Sustainable Green Markets, regenerating the urban historic core to sustain Socio-Cultural heritage and economic activities

Lead Research Organisation: Newcastle University
Department Name: Architecture Planning and Landscape

Abstract

This project will contribute to developing understandings about broader conceptions of Egyptian cultural heritage and examine ways that such heritage can contribute to processes of social and economic regeneration, through the careful management of interventions that combine understanding of heritage value, appropriate technological innovation and collaborative processes of engagement with local disempowered communities.

The recent heritage in Egypt tends to be neglected in favour of directing funds and effort to its ancient cultural and built heritage from the Pharaonic era. This creates a situation of lost opportunities and valuable architectural heritage being left to ruin. This project will develop frameworks for sustaining the recent cultural heritage of wholesales market buildings in Egypt. The central location of these markets in Cairo, surrounded by a larger retail areas of different markets, urban dwellers and schools, makes them potentially valuable for cultural activities and to act as venues for museum education outside the museums of Egypt. Currently, however, these large covered market plots are predominantly used by urban squatters that provide their services of cut vegetables, cheap electronic goods, bakery and spices to the surrounding urban dwellers. Extensions on the original shop lines, both horizontally and vertically, creates a situation where it is difficult to manage risks of fire and there is poor sanitation. Moreover, on-going attempts to adapt the physical structure of such markets, or to build within them, have undermined the buildings' architectural integrity and historic significance. Equally, we must be aware that attempts to redevelop these buildings run the risk of gentrification, marginalising their current urban poor users and destroying their physical and cultural heritage value.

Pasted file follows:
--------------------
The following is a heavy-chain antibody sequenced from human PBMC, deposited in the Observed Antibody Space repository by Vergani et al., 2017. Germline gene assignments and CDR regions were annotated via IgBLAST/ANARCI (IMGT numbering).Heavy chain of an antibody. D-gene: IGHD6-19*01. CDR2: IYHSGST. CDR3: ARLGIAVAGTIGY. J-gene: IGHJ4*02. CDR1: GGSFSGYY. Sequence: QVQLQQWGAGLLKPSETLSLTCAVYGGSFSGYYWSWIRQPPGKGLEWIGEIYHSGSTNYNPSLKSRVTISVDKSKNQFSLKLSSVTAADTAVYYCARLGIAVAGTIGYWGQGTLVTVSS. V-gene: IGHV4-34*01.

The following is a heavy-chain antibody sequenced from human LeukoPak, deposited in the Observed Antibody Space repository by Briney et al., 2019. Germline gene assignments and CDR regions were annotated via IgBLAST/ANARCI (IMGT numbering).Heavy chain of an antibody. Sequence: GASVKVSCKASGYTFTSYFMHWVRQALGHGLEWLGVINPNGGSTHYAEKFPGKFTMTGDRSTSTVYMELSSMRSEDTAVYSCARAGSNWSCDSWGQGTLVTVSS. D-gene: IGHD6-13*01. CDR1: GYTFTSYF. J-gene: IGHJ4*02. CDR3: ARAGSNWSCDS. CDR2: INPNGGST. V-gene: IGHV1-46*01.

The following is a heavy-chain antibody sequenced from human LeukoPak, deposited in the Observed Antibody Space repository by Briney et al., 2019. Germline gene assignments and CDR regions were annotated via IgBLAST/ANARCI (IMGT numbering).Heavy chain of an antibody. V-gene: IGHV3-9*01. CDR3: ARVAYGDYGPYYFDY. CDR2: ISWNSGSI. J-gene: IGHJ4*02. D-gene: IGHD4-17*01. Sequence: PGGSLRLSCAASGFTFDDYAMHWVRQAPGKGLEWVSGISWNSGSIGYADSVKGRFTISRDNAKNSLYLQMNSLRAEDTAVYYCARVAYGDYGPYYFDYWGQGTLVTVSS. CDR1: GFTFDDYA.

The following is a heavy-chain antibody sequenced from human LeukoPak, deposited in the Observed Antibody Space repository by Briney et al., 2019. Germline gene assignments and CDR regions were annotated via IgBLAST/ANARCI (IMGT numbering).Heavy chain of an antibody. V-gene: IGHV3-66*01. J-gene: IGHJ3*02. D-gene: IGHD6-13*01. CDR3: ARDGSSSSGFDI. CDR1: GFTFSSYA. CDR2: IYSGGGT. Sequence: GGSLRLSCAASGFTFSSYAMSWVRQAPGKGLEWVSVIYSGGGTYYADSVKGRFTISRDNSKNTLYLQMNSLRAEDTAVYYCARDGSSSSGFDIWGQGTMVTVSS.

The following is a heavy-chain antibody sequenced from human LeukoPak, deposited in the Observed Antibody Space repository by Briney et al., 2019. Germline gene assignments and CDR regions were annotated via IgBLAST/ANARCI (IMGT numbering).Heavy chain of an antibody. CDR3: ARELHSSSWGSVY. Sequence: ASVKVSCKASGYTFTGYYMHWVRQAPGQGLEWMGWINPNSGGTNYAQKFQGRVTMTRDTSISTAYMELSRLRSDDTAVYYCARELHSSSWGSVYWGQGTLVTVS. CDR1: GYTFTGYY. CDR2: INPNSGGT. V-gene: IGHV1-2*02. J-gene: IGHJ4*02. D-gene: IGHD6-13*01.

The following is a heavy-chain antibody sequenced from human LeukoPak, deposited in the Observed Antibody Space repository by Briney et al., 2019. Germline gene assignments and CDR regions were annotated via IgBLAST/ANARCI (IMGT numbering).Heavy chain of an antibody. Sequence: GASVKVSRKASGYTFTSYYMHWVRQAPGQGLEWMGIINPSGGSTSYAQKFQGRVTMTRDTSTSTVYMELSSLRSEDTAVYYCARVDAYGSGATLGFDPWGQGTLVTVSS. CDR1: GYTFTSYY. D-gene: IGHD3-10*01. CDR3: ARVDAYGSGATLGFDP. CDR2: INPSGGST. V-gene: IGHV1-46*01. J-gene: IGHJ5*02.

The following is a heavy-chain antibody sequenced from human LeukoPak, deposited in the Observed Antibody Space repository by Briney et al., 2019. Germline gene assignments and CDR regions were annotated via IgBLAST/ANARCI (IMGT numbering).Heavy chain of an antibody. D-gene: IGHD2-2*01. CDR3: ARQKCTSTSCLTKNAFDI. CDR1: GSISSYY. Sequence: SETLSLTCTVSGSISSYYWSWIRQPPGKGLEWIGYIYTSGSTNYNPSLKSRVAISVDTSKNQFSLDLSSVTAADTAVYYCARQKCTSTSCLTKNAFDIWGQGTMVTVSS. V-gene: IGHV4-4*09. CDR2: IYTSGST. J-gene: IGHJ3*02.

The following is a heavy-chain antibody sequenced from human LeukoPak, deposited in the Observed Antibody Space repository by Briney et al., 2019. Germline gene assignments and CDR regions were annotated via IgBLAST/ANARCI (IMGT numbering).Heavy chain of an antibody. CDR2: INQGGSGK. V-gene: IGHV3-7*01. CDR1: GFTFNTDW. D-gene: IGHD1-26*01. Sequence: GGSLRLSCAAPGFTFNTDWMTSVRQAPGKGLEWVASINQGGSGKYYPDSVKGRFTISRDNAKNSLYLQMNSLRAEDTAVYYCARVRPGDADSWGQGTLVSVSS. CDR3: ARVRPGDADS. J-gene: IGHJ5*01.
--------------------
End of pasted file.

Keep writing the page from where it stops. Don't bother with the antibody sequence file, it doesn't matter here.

To address these issues we have assembled a multidisciplinary team of UK and Egyptian researchers, combining expertise in appropriate technological interventions into historic fabric, understandings of heritage value and collaborative processes of engagement with disempowered and disadvantaged communities. Through taking a specific case study, of the Attabba market, the project will develop and share a vision for extending the contemporary refurbishment of these markets into a wider societal role, acting as a nucleus of culture and economy. Whilst we will develop our vision through knowledge of market refurbishment schemes elsewhere in the world and through a process of co-production with local stakeholders we will explore, for example, the potential to extend the market's current function, as a venue for food retail, into one with shared places to enjoy culinary teaching and meals, and to host incubators of cultural exchanges, in the form of exhibition space, and out of museum educational facilities. On the roof we envisage activities to familiarize communities with urban farming and renewable energy technologies.